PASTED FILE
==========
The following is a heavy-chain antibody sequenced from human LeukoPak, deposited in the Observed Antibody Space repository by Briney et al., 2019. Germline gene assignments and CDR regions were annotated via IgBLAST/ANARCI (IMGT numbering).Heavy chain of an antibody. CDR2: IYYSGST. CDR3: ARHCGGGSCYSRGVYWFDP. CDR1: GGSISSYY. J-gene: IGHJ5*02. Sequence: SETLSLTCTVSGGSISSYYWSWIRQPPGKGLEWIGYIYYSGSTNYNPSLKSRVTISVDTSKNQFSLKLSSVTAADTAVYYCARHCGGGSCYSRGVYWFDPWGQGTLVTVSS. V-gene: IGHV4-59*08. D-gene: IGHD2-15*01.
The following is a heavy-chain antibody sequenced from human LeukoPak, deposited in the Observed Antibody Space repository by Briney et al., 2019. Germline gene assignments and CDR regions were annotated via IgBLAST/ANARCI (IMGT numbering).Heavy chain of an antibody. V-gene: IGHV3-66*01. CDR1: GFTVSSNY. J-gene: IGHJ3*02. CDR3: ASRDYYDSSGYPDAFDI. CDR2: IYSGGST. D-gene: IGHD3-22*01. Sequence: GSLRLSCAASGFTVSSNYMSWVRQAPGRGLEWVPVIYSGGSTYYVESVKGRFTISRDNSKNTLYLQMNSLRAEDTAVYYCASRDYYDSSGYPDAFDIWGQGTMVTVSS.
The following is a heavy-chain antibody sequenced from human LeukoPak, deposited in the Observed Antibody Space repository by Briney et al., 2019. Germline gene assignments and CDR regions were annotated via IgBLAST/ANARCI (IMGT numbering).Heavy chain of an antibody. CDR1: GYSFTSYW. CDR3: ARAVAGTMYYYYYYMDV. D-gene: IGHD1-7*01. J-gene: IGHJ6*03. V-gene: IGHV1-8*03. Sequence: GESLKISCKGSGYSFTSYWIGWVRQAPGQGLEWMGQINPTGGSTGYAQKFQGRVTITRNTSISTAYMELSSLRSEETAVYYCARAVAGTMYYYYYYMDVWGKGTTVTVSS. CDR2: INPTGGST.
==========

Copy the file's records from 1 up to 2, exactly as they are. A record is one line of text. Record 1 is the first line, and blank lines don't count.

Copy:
The following is a heavy-chain antibody sequenced from human LeukoPak, deposited in the Observed Antibody Space repository by Briney et al., 2019. Germline gene assignments and CDR regions were annotated via IgBLAST/ANARCI (IMGT numbering).Heavy chain of an antibody. CDR2: IYYSGST. CDR3: ARHCGGGSCYSRGVYWFDP. CDR1: GGSISSYY. J-gene: IGHJ5*02. Sequence: SETLSLTCTVSGGSISSYYWSWIRQPPGKGLEWIGYIYYSGSTNYNPSLKSRVTISVDTSKNQFSLKLSSVTAADTAVYYCARHCGGGSCYSRGVYWFDPWGQGTLVTVSS. V-gene: IGHV4-59*08. D-gene: IGHD2-15*01.
The following is a heavy-chain antibody sequenced from human LeukoPak, deposited in the Observed Antibody Space repository by Briney et al., 2019. Germline gene assignments and CDR regions were annotated via IgBLAST/ANARCI (IMGT numbering).Heavy chain of an antibody. V-gene: IGHV3-66*01. CDR1: GFTVSSNY. J-gene: IGHJ3*02. CDR3: ASRDYYDSSGYPDAFDI. CDR2: IYSGGST. D-gene: IGHD3-22*01. Sequence: GSLRLSCAASGFTVSSNYMSWVRQAPGRGLEWVPVIYSGGSTYYVESVKGRFTISRDNSKNTLYLQMNSLRAEDTAVYYCASRDYYDSSGYPDAFDIWGQGTMVTVSS.